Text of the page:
“I thought if there was any industry that was bulletproof, it was that industry,” said Rich Mattern, the mayor of West Fargo, N.D., where DMI Industries of Fargo operates a plant that makes towers for wind turbines. Though the flat Dakotas are among the best places in the world for wind farms, DMI recently announced a cut of about 20 percent of its work force because of falling sales.
"Six months ago everyone (in the investment community) said we were not doing enough to meet demand growing at an expected 40% this year. "Now people are saying 'Why have you put in place plans for a 40% increase in capacity when growth levels are only going to be 25%?'," he explained.After the election of Barack Obama, there was a great rush to ramp up in the United States, due to expectations of a wind boom based on the rhetoric of the campaign. The bankers, however, despite an historically broad spread between their borrowing and lending rates, are simply not lending.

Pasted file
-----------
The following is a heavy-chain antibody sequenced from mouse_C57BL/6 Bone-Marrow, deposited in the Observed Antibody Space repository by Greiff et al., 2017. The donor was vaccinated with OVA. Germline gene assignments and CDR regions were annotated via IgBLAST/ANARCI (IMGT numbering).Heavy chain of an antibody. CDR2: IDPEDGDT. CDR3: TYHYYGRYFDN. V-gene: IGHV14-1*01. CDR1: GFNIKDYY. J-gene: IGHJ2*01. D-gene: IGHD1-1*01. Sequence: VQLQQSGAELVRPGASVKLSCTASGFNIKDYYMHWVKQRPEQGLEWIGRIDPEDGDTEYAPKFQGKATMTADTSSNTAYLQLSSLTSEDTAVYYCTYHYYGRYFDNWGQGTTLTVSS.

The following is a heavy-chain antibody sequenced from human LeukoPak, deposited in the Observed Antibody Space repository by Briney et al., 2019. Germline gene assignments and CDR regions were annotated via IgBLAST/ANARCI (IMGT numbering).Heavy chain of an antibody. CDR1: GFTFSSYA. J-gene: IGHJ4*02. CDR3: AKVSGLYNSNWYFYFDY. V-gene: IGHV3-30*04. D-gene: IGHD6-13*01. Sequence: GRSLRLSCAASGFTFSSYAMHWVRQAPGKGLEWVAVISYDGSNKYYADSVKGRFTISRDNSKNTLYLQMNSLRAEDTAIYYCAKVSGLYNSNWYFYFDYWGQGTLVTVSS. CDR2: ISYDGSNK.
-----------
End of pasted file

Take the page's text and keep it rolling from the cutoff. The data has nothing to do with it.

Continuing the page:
The change in economic climate has spurred layoffs at Clipper Wind, the second-largest US turbine manufacturer.
A major layoff today at Clipper Windpower's Cedar Rapids turbine works sent dozens of stunned workers home. Employees leaving the plant said they were told that their terminations were due to slowing market conditions, including difficulty by wind developers to access tax equity and project debt financing. The layoff affected about 90 of the company's 830 employees worldwide, according to Mary Gates, Clipper director of global communications. Gates said "a good number of the layoffs" took place at Clipper's production facility, which employs nearly 390. Gates said some wind developers have asked to defer delivery of wind turbines into 2010 and 2011.